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A New Robovac Merged a Roomba With a DustBuster To Create a Potential Dust-Killing Machine

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Even after spending $950 on the new self-emptying Roomba, there will still be lots of places in your home that require another vacuum to clean them. It’s a problem common to all robot vacuums—except the new Coral One. Built into this robovac is a removable hand vac that can be used to clean anywhere in your home the floor-constrained robot can’t—like stairs or shelves.

With cameras, lasers, sensors, powerful batteries, and enough smarts to plan efficient routes through your home, the current generation of robovacs are very good at ensuring every square inch of your floors gets cleaned. But those improvements have pushed their price tags closer to $1,000, which doesn’t factor in the cost of another vacuum that can step in when spills happen anywhere other than the floor. Try as you like, but a robovac isn’t going to do much good in your car.


The Coral One, which is the first product from a new company called Coral Robots, brings a new feature to robovacs we genuinely haven’t seen before. The motor responsible for the bot’s suction is housed in a separate unit that can be easily removed (no tools needed) and used as a handheld vacuum. The removable cleaner has its own battery that promises up to 70 minutes of battery life, while the Coral One robot is promised to clean for up to 90 minutes in a ‘Standard’ mode (translation: reduced sucking power) and 30 minutes in a more powerful ‘Turbo’ mode.

To make the most of its runtime between charges, the Coral One uses a small collection of onboard sensors—including an accelerometer plus proximity, infrared, and touch sensors—to create a map of a room that’s then used to plot the most efficient cleaning route. However, unlike robovacs from iRobot and Neato, those maps are kept private in the Coral One’s internal computer instead of being accessible to a user via a mobile app.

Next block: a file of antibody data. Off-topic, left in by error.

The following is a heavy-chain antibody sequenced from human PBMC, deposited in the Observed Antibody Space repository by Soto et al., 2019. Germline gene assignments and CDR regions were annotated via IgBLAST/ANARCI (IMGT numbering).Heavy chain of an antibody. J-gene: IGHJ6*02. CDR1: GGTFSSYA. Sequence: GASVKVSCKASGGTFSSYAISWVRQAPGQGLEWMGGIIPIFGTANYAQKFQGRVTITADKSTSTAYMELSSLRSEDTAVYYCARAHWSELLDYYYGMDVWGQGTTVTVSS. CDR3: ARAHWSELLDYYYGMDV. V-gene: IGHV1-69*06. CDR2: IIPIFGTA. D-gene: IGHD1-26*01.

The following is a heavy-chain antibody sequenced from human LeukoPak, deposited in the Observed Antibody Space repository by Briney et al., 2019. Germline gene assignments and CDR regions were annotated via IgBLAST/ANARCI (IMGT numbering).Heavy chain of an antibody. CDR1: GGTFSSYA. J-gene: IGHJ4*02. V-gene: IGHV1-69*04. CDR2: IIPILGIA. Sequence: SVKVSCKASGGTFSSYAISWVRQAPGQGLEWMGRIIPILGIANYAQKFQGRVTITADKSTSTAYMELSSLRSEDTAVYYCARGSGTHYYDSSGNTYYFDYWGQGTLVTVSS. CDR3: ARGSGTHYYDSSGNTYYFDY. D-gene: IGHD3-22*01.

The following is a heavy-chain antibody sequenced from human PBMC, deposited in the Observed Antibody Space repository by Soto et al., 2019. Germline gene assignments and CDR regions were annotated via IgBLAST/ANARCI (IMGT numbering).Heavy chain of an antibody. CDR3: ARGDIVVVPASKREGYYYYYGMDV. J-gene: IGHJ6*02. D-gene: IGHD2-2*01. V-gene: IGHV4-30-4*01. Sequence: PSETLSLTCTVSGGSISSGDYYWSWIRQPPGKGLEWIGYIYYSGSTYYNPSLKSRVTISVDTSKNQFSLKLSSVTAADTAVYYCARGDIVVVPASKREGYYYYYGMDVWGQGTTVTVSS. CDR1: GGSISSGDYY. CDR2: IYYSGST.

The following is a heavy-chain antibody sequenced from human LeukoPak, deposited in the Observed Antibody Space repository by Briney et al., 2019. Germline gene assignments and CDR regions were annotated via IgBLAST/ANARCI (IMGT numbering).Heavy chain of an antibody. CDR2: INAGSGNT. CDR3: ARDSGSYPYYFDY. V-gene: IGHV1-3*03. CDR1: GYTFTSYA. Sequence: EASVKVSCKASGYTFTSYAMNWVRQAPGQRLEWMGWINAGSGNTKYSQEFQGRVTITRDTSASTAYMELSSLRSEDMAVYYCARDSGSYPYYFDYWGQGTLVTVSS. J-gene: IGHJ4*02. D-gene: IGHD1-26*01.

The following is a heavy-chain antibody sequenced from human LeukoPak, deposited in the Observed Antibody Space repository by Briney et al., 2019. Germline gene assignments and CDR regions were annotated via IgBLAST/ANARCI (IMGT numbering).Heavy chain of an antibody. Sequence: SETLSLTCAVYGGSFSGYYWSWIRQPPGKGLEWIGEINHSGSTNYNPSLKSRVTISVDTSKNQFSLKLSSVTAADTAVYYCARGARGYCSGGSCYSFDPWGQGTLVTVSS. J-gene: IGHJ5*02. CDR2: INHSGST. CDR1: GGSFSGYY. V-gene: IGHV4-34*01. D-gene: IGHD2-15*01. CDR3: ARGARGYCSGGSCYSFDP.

Coral Robots claims this approach should give users more peace of mind when it comes to who might have access to a map of their home, but it also means that useful features like Neato’s “No-Go” virtual boundaries, or the ability to send the robot to clean a specific room as iRobot now allows, won’t be available here.

In lieu of an app, users can use the Coral One’s charging dock to program a daily cleaning routine, or a physical remote to manually start and stop a clean without actually having to walk over to where the bot is parked. Its creators promises this app-less approach makes the Coral One much easier to setup, as it doesn’t need to connect to your home’s wi-fi network. But not having to develop and maintain an app for multiple platforms also undoubtedly helps contribute to the vac’s $699 price tag. It’s not the cheapest robovac on the market, but it’s definitely cheaper than other autonomous cleaners like the $1,000 Dyson 360 Eye, or the $800 Neato Botvac D7.


As most of the companies developing robovacs work to make their autonomous cleaners better at navigating obstacles, or adding more functionality to their apps, it’s nice to see a new contender has managed to solve a problem that’s been all but ignored so far. That being said, I would like to see Coral Robots improve the accessories that can be used with its removable handheld vacuum.

When the Coral One starts shipping sometime next month (it’s available for pre-order today) it will only include a crevice tool and a fabric tool for tidying furniture. There are undoubtedly still areas of your home that even the smartest robovacs would have a hard time navigating and safely cleaning (a messy kid’s room, for example) so a powered floor cleaning attachment would certainly be a welcome addition to its toolset. But, for a first generation product, the Coral One still seems like a great option if you’re ready to offload most of your vacuuming chores; we’re looking forward to trying it out.


[Coral Robots]

Correction, 2:41 p.m. EST/EDT: We previously said Coral Robots claimed the hand held component lasted thirty minutes on a charge. That is incorrect. Coral Robots claims it lasts 70 minutes on a full charge, or 30 minutes after the robot has been run for 90 minutes. We regret the error and have updated the post to reflect the correct claim.